With the death of Claggart, Vere argued for Billy’s death in a military court. The officers present knew that he was innocent of mutiny and homicide. He did not have the mental capacity to engineer such a coup, nor was he aware of his own strength. All he wanted to do was stop the lies coming out of Claggart’s mouth, and he reacted physically since he was unable to do so verbally. Would it not be a crime to kill someone that is mentally handicapped and too strong for his own good?
Would it not be better to set him ashore in England or the Americas, then restore order to the At the beginning of Chapter 23, when sentence was to be passed upon the approved, the narrator presented a rather sympathetic portrait of Captain Vere, “The austere devotee of military duty, letting himself melt back into what remains primeval in our formalized humanity, may in the end have caught Billy to his heart even as Abraham may have caught young Isaac on the brink of resolutely offering him up in obedience to the exacting behest” (Melville).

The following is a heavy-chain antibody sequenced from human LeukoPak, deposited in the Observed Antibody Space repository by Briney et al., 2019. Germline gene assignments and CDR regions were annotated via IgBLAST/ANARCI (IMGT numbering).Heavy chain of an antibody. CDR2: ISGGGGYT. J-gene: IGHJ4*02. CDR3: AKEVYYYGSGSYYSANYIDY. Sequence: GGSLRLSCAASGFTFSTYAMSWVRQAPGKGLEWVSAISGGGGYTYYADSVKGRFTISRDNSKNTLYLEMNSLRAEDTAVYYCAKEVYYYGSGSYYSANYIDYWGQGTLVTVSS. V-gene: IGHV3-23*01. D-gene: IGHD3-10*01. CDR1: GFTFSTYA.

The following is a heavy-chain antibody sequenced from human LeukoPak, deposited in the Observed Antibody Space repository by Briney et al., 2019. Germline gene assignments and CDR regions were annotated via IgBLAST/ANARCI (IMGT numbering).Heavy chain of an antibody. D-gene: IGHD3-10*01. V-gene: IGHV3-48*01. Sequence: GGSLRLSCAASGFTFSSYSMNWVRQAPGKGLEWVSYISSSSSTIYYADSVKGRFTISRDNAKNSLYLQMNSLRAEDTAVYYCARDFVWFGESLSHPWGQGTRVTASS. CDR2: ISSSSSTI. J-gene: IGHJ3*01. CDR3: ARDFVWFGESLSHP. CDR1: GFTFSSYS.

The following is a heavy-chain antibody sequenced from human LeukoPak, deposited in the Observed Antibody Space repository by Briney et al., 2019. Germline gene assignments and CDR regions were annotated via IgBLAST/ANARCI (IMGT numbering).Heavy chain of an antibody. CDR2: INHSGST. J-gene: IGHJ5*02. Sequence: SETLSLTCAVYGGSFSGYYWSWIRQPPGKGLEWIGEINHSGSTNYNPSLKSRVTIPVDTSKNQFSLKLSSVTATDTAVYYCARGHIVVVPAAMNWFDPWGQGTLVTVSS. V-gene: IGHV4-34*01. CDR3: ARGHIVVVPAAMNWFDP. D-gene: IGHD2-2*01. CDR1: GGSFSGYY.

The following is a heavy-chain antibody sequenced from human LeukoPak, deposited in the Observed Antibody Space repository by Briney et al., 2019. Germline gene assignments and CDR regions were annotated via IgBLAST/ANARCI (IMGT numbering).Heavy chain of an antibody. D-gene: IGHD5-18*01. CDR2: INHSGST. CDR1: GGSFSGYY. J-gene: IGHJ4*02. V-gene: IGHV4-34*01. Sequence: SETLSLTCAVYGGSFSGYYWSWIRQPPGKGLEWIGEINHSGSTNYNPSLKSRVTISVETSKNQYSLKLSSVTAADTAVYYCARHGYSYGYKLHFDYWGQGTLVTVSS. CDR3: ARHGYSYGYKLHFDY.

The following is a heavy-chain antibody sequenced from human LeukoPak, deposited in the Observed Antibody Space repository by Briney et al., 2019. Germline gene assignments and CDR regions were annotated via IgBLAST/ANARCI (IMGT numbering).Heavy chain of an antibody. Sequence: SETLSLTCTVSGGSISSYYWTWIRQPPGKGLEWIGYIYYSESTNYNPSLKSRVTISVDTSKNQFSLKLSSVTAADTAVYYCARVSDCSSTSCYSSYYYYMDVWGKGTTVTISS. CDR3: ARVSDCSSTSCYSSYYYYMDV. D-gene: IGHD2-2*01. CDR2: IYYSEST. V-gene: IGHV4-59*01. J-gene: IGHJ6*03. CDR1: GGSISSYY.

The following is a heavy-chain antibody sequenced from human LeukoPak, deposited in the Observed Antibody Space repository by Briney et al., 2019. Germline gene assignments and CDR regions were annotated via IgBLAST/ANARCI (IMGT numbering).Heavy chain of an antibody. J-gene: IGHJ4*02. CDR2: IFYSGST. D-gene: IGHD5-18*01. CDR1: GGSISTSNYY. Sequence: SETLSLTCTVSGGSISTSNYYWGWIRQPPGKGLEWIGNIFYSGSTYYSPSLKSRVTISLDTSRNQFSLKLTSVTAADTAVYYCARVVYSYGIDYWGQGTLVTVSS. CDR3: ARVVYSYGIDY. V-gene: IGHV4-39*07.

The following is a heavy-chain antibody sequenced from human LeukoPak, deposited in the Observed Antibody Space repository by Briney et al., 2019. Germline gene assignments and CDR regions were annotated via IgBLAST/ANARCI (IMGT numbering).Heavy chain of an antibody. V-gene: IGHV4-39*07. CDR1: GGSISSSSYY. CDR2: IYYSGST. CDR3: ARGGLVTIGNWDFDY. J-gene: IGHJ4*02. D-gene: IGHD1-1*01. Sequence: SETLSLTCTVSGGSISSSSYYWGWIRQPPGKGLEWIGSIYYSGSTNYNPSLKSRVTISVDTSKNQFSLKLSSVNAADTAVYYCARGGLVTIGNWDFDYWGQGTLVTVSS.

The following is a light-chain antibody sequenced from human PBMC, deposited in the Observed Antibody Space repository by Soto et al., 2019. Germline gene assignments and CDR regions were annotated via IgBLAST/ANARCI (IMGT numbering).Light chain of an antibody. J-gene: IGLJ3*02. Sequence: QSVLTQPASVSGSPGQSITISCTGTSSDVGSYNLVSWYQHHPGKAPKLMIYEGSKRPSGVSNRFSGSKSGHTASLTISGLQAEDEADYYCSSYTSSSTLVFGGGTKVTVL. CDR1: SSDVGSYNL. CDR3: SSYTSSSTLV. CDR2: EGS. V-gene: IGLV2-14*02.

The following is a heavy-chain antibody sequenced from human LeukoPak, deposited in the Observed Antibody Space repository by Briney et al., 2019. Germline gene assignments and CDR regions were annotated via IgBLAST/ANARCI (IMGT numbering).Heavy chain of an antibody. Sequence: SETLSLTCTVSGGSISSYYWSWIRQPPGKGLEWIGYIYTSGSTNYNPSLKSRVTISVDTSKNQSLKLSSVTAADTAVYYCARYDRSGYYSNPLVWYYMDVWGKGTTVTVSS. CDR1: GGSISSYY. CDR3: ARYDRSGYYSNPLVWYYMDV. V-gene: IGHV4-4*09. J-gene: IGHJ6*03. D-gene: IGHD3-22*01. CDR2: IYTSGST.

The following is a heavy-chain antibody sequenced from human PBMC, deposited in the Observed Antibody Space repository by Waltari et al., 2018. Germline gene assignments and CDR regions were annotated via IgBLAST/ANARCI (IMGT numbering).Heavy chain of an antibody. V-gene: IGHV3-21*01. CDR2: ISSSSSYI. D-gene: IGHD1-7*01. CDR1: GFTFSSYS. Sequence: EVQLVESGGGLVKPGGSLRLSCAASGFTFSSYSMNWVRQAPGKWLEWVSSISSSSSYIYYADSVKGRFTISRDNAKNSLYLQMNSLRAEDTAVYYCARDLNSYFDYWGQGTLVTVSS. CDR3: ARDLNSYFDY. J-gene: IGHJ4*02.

Like Christ, Billy had done no wrong, and perhaps this very perfection makes him less sympathetic than Captain Vere to Melville. As fallible human beings, some have more power than they know how to wield, and some decisions come at the price of the soul. It is Greenberg’s contention that the supernatural powers of the one true God, a pantheon of gods, heaven, or angels are no match for earthly injustice.
The crucifixion of Jesus, the execution of Billy, and the avenging of Claggart substantiates this cynical world view. Works Cited Greenberg, Martin. “The Difficult Justice of Melville & Kleist. ” The New Criterion. (March, 2005): 3-11 Melville, Herman. Billy Budd, Sailor. Retrieved 5 Apr. 2007 from <http://xroads. virginia. edu/~HYPER/bb/BillyBudd. html>